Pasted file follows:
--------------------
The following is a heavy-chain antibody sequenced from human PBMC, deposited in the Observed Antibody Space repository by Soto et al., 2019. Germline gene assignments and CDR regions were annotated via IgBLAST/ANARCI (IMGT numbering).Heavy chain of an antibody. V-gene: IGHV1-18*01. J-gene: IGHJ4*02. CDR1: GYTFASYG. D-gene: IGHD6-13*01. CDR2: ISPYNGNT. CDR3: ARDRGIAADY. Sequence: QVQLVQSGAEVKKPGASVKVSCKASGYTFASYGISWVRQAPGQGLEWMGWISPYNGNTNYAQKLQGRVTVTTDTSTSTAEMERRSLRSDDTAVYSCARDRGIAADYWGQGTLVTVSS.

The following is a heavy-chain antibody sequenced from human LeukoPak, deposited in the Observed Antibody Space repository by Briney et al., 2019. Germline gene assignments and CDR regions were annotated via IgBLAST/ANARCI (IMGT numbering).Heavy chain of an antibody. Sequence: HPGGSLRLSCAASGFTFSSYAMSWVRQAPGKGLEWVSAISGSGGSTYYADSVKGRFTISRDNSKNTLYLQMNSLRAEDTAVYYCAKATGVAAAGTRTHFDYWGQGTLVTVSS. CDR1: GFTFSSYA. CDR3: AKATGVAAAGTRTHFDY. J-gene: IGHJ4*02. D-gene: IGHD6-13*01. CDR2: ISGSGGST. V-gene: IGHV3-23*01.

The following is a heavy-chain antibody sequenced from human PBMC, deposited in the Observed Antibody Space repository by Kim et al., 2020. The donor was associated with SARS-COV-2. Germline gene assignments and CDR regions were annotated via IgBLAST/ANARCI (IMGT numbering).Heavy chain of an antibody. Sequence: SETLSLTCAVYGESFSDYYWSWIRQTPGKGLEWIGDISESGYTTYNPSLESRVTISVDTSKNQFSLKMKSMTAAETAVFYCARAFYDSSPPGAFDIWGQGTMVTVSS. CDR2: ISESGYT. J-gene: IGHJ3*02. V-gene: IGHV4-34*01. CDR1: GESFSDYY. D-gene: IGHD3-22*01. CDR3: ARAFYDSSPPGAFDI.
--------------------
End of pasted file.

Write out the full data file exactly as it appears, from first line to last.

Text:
The following is a heavy-chain antibody sequenced from human PBMC, deposited in the Observed Antibody Space repository by Soto et al., 2019. Germline gene assignments and CDR regions were annotated via IgBLAST/ANARCI (IMGT numbering).Heavy chain of an antibody. V-gene: IGHV1-18*01. J-gene: IGHJ4*02. CDR1: GYTFASYG. D-gene: IGHD6-13*01. CDR2: ISPYNGNT. CDR3: ARDRGIAADY. Sequence: QVQLVQSGAEVKKPGASVKVSCKASGYTFASYGISWVRQAPGQGLEWMGWISPYNGNTNYAQKLQGRVTVTTDTSTSTAEMERRSLRSDDTAVYSCARDRGIAADYWGQGTLVTVSS.

The following is a heavy-chain antibody sequenced from human LeukoPak, deposited in the Observed Antibody Space repository by Briney et al., 2019. Germline gene assignments and CDR regions were annotated via IgBLAST/ANARCI (IMGT numbering).Heavy chain of an antibody. Sequence: HPGGSLRLSCAASGFTFSSYAMSWVRQAPGKGLEWVSAISGSGGSTYYADSVKGRFTISRDNSKNTLYLQMNSLRAEDTAVYYCAKATGVAAAGTRTHFDYWGQGTLVTVSS. CDR1: GFTFSSYA. CDR3: AKATGVAAAGTRTHFDY. J-gene: IGHJ4*02. D-gene: IGHD6-13*01. CDR2: ISGSGGST. V-gene: IGHV3-23*01.

The following is a heavy-chain antibody sequenced from human PBMC, deposited in the Observed Antibody Space repository by Kim et al., 2020. The donor was associated with SARS-COV-2. Germline gene assignments and CDR regions were annotated via IgBLAST/ANARCI (IMGT numbering).Heavy chain of an antibody. Sequence: SETLSLTCAVYGESFSDYYWSWIRQTPGKGLEWIGDISESGYTTYNPSLESRVTISVDTSKNQFSLKMKSMTAAETAVFYCARAFYDSSPPGAFDIWGQGTMVTVSS. CDR2: ISESGYT. J-gene: IGHJ3*02. V-gene: IGHV4-34*01. CDR1: GESFSDYY. D-gene: IGHD3-22*01. CDR3: ARAFYDSSPPGAFDI.